your voice dissolving into the wind through the pines.

The last time I came in early morning,
this time I come at dusk.
Both times at the eighth hour.
That was the very hour you had chosen to come and depart from this life.
The number eight is a circle twisting in on itself
like a person turning to look back.
This posture makes me wonder
why you chose to find even death by yourself?

I walk among the graves to reach one grave
The night is dark like eyes half closed
Cold remnants of fire flickering about
Fireflies illuminating immobile words,
none is grimacing.
I look among faces of strangers
to find a familiar word, a name

The tombstones do not have faces, mouths
have legs no hands
They stand still in spite of the light from torches, lamps, fireflies.
Joss-sticks with sharp, burned out tips
Light from fireflies cannot rekindle the fragrance.
I walk between the fairness of the underground
and the lack of justice above.
A mass of graves, small and big, long and short, pains the eyes.
Below death is similar,
but also different in ways of dissolution.
There is no absolution.
Old or young,
…….it is still death.
Although different in what is called time,
we all exist, and end.
is that life’s clarity and truth?

To come to you I must stand or sit
the graves are low but my knees are too high.
I keep thinking, how odd people are
There is little difference between life and death.
The dead turn sacred,
………………the living must desire.
In that realm if it is possible to speak,
One day you will talk to me as before
when we would sit having a drink together

Saying:
It is nothing.
Life and death are the same,
This world also has such sorrows.
I thought once here, there would be no more slavery
not realizing that the new burden would be heavier.
I am looking for a new existence without sadness,
to die again and see whether life is renewed.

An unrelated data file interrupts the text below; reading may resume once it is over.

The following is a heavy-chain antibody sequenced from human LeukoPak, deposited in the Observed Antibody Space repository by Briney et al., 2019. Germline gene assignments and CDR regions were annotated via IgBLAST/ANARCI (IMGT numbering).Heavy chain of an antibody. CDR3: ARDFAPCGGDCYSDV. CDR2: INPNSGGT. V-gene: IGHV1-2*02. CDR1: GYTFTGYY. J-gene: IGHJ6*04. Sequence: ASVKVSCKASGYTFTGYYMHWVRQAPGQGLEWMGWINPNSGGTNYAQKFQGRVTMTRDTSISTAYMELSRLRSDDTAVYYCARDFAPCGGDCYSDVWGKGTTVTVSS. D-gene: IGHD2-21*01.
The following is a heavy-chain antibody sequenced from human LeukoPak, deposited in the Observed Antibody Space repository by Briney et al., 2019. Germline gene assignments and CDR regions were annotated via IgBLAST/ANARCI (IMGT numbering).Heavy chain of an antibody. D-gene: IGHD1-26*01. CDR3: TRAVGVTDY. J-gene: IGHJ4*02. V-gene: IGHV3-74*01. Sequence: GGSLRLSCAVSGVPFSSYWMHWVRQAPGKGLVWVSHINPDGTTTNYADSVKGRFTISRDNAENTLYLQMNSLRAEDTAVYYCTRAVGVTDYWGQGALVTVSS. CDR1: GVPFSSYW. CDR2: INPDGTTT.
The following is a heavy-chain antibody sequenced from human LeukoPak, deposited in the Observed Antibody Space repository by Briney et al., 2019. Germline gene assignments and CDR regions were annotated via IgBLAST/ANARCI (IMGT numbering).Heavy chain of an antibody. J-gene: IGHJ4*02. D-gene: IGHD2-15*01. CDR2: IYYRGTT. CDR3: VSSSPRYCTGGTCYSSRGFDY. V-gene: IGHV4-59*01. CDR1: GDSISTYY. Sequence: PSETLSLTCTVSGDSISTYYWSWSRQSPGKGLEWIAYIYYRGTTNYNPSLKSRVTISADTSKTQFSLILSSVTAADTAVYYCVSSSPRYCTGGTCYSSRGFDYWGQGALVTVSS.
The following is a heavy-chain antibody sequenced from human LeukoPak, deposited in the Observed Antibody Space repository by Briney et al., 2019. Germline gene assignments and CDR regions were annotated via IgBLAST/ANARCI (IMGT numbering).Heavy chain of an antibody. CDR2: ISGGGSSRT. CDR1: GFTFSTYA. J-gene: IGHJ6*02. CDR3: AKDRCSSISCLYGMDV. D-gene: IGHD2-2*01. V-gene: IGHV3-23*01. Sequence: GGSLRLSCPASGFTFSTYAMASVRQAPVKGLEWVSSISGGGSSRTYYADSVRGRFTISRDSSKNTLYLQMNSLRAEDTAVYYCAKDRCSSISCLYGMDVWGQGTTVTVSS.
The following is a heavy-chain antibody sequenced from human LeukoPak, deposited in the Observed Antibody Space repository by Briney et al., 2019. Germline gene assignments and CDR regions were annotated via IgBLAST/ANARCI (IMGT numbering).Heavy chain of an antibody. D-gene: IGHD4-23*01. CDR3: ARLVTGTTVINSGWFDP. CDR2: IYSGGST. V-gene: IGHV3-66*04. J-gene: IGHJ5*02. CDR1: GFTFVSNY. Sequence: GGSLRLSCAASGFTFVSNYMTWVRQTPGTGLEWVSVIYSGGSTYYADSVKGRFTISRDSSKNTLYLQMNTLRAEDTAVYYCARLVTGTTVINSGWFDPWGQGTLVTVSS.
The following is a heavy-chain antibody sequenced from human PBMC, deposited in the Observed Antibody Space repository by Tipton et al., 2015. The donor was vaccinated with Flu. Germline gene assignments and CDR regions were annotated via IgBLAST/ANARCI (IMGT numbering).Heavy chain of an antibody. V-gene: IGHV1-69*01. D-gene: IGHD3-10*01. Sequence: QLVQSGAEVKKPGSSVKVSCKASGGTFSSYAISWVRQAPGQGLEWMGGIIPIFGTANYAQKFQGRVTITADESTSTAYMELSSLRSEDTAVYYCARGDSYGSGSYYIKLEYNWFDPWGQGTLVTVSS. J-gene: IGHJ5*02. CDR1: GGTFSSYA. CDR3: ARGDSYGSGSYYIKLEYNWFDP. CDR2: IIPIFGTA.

You must live slowly
…………………………don’t rush
Because
There are many more times we will have to die.
,

Translator’s note

Phung Khac Bac was not a well-known writer during his lifetime. Born in the northern Vietnamese province of Ha Tay in 1944, he volunteered for the army in 1966. After more than a decade as a soldier, he became a civilian and worked in the office of the Writer’s Association of Vietnam until his death in 1990. After his death, friends and family were surprised to find that he left behind a substantial amount of writing: both prose and poetry.

Colleagues compiled and published a book of his poems in 1992 entitled A Green Dot (Mot Cham Xanh). Many of his poems reflect the painful adjustments to life after the war, the losses endured by those who left for the war and those who stayed behind, and the ironies of a post-war society under a socialist state. Such an honest accounting would not have been possible in Vietnam in the earlier years after the end of the Vietnam War in 1975, when the state was still insistent on a narrative of heroic victory. By the time Phung Khac Bac died, however, Vietnam had adopted the doi moi, or ‘renovation’ policy that would bring market-oriented reforms and a much more open approach to regional and international relations. Less well known perhaps is the intellectual flowering of this period, with a push among many writers, poets, playwrights and artists to go beyond the rigid socialist norms in the arts to explore the difficult, complicated and conflicting legacies of the war and by extension, the socialist state.

I remember reading these poems when they were first published. Their ruminative, matter-of-fact tone was revelatory; all around, deep sorrow and losses were being carried by many, in ways unseen, yet ever-present, and perhaps inescapable. To be alive after the war was a miracle to be savoured in the most ordinary of moments, but it was also a great burden to bear. The sense of dislocation was deep, as if the poet was wandering through a surreal landscape conversing with the dead, while observing the living. We don’t often get this interior perspective from north Vietnam, and reading these poems again years later, I hear the poet’s quietly insistent deliberation of how to live a life, even if no answer could be offered.

Translated by Kim N.B. Ninh